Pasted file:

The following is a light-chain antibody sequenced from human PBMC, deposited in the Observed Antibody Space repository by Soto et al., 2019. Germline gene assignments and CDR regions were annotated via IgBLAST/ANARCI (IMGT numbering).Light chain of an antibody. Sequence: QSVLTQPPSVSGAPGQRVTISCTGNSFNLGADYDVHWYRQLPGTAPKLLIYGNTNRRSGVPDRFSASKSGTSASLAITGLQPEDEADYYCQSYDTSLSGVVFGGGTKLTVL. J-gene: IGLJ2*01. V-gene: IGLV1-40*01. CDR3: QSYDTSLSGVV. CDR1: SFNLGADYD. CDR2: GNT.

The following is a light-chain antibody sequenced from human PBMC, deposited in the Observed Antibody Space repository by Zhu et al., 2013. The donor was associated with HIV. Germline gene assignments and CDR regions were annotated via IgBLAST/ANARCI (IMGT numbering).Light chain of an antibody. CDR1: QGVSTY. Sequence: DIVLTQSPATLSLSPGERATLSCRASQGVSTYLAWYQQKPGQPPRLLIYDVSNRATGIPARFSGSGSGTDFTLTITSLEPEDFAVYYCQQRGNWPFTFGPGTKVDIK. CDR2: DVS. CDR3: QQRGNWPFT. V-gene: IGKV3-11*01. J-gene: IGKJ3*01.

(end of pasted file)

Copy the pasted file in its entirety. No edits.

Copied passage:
The following is a light-chain antibody sequenced from human PBMC, deposited in the Observed Antibody Space repository by Soto et al., 2019. Germline gene assignments and CDR regions were annotated via IgBLAST/ANARCI (IMGT numbering).Light chain of an antibody. Sequence: QSVLTQPPSVSGAPGQRVTISCTGNSFNLGADYDVHWYRQLPGTAPKLLIYGNTNRRSGVPDRFSASKSGTSASLAITGLQPEDEADYYCQSYDTSLSGVVFGGGTKLTVL. J-gene: IGLJ2*01. V-gene: IGLV1-40*01. CDR3: QSYDTSLSGVV. CDR1: SFNLGADYD. CDR2: GNT.

The following is a light-chain antibody sequenced from human PBMC, deposited in the Observed Antibody Space repository by Zhu et al., 2013. The donor was associated with HIV. Germline gene assignments and CDR regions were annotated via IgBLAST/ANARCI (IMGT numbering).Light chain of an antibody. CDR1: QGVSTY. Sequence: DIVLTQSPATLSLSPGERATLSCRASQGVSTYLAWYQQKPGQPPRLLIYDVSNRATGIPARFSGSGSGTDFTLTITSLEPEDFAVYYCQQRGNWPFTFGPGTKVDIK. CDR2: DVS. CDR3: QQRGNWPFT. V-gene: IGKV3-11*01. J-gene: IGKJ3*01.